ON MINNESOTA'S SOUTHWEST PRAIRIE – The old hometown does not look the same. The old house is no longer standing. There's no old elm tree that served as the backstop for front yard batting practice.

And despite what the scoreboard reads in the gym that dazzled us when it opened in the late '50s, the Fulda Raiders are now a memory, and likely to remain so as family farms continue toward extinction, small town populations further age and only civic determination keeps the doors open to schools that carry the hometown name.

My family moved from Fulda to Prior Lake early in the summer of 1962, before my senior year in high school. There were 66 students in Fulda Class of '63 and only 50 in a then-small Irish enclave of Prior Lake.

"We had 81 seniors in our Fulda class in 1981," said Sheila Crowley, who works for the Murray County News in nearby Slayton.

Crowley had been lobbied to take some freelance photos on Monday night as a boys' basketball game was played in what I still refer to as the "new gym," even though it's six decades old.

These were not the Fulda Raiders taking on an opponent from the Red Rock Conference. These were the Heron Lake-Okabena/Fulda Coyotes taking on the Mountain Lake Area/Comfrey Wolverines in one of three games to be played this winter in Fulda. The other six home games in this delayed season are set for Okabena.

There was some discussion on Monday afternoon among school officials as to the size of Fulda's Class of '21, due to students taking classes through other schools. The number of seniors was determined to be 17.

"That's extra small for us," said Colby Pack, the Fulda athletic director and boys' basketball coach. "Most of our classes at the elementary school are into the 20s."

What became clear to Pack and others in the middle of the previous decade was that football, even the 9-Man variety, was not going to remain possible numerically for the Fulda Raiders.

The closest high school was Murray County Central. That's what they call it now; to generations of Fuldans that school 12 miles north remains Slayton, the county seat, the bigger burg, the rival for the ages.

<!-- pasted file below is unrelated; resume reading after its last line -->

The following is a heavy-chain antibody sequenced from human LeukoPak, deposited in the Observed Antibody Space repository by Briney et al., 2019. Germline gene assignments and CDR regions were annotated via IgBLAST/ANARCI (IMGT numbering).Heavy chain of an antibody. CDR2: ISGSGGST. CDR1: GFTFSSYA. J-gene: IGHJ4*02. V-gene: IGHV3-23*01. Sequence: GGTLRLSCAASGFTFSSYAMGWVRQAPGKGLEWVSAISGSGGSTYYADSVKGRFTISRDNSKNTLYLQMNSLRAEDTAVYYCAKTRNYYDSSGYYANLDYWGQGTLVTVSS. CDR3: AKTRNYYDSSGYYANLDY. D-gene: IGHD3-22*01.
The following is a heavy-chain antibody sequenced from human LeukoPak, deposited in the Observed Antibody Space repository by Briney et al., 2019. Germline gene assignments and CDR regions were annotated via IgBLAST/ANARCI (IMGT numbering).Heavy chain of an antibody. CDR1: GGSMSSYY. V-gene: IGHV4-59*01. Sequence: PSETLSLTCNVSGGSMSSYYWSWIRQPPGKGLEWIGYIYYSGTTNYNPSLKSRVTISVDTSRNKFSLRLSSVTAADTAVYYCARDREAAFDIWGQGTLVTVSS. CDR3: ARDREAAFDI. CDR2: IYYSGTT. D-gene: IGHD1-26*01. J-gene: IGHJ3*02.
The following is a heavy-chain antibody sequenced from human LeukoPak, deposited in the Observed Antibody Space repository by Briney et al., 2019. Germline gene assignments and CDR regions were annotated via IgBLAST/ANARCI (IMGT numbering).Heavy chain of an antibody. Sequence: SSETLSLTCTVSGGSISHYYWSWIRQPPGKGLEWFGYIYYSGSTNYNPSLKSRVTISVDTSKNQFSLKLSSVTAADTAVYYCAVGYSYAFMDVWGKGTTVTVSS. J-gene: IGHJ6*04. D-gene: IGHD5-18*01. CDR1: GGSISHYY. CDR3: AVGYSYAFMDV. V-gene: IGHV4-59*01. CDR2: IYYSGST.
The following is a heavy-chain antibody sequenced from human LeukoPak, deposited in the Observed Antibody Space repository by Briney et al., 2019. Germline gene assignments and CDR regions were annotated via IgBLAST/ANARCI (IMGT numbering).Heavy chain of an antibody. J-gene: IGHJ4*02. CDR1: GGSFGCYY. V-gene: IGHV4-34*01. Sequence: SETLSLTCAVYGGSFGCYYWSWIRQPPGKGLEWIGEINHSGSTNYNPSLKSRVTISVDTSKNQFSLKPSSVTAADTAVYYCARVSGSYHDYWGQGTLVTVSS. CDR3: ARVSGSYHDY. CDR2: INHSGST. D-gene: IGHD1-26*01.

Fulda and Slayton played basketball for "The Goat." The boys' team had to win both games in a winter to claim the prize.

The wooden Goat would have gotten no better than a "C" in shop class from Mr. Bristol (who gave P. Reusse a "D" to get rid of him), but the gyms were bursting and emotions were high for those games vs. the Slayton Wildcats.

Old rivalries didn't play into the failure of Fulda to join with Slayton in a full-scale athletic pairing. In fact, Fulda has been sending its wrestlers and cross-country runners to Murray County Central for some time. Fulda has produced wrestling champs with MCC, and Fulda's Morgan Gehl was the girls' Class A cross-country winner in the fall of 2019.

"Murray County Central wasn't a fit for either of us," Pack said. "Football, we would have been going from 9-Man to Class AA. We would have moved a class in basketball, too.

"We found a football match with Heron Lake/Okabena for the fall of 2018, and then we added girls' basketball and spring sports to the pairing. It's not perfect, since it's 20-some miles between schools, but it worked well enough so we added volleyball and boys' basketball in 2019-20.

"Plus, we didn't have baseball and HLO didn't have golf. Now, we have those for participants from both schools."

Heron Lake and Okabena are villages 4 ½ miles apart. It's a quick drive unless you get caught waiting for a freight train to pass in the middle of Heron Lake.